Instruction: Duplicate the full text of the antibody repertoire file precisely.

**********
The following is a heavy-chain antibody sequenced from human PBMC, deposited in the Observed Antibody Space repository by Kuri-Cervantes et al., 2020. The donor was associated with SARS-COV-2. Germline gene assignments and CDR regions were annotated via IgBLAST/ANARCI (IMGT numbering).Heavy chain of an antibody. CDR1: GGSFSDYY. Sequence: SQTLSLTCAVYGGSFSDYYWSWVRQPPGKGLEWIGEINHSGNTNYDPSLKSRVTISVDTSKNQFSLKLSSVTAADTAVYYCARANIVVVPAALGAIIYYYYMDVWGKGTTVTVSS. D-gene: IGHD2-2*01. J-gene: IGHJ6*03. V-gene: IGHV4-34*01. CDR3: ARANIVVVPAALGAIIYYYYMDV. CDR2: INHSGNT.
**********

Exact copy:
The following is a heavy-chain antibody sequenced from human PBMC, deposited in the Observed Antibody Space repository by Kuri-Cervantes et al., 2020. The donor was associated with SARS-COV-2. Germline gene assignments and CDR regions were annotated via IgBLAST/ANARCI (IMGT numbering).Heavy chain of an antibody. CDR1: GGSFSDYY. Sequence: SQTLSLTCAVYGGSFSDYYWSWVRQPPGKGLEWIGEINHSGNTNYDPSLKSRVTISVDTSKNQFSLKLSSVTAADTAVYYCARANIVVVPAALGAIIYYYYMDVWGKGTTVTVSS. D-gene: IGHD2-2*01. J-gene: IGHJ6*03. V-gene: IGHV4-34*01. CDR3: ARANIVVVPAALGAIIYYYYMDV. CDR2: INHSGNT.